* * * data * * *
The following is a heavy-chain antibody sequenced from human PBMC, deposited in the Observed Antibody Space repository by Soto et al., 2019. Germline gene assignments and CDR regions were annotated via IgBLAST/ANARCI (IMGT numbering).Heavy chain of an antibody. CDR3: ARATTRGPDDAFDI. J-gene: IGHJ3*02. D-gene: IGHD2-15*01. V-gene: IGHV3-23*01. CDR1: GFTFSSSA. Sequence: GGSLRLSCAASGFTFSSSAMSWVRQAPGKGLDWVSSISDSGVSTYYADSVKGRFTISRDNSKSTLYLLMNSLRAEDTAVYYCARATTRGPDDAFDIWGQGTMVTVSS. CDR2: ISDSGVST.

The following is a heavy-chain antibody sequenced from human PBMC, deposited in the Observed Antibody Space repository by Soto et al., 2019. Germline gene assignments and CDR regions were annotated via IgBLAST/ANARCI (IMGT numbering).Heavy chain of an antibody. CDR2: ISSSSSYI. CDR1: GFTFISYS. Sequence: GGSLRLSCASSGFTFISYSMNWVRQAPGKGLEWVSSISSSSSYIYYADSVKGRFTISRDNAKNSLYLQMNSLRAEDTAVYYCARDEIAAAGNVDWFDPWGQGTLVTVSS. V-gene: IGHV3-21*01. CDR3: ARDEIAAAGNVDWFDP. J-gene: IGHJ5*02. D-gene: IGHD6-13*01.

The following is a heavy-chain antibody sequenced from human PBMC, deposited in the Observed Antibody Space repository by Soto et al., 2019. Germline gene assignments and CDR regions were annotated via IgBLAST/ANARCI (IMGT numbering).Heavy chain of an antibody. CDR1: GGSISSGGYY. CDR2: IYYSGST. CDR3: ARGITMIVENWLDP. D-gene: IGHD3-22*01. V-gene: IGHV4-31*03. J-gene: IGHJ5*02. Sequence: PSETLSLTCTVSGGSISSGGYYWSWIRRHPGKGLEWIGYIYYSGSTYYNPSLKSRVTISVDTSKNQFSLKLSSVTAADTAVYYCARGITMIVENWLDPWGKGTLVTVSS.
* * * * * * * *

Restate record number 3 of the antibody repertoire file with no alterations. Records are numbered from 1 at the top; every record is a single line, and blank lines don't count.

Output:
The following is a heavy-chain antibody sequenced from human PBMC, deposited in the Observed Antibody Space repository by Soto et al., 2019. Germline gene assignments and CDR regions were annotated via IgBLAST/ANARCI (IMGT numbering).Heavy chain of an antibody. CDR1: GGSISSGGYY. CDR2: IYYSGST. CDR3: ARGITMIVENWLDP. D-gene: IGHD3-22*01. V-gene: IGHV4-31*03. J-gene: IGHJ5*02. Sequence: PSETLSLTCTVSGGSISSGGYYWSWIRRHPGKGLEWIGYIYYSGSTYYNPSLKSRVTISVDTSKNQFSLKLSSVTAADTAVYYCARGITMIVENWLDPWGKGTLVTVSS.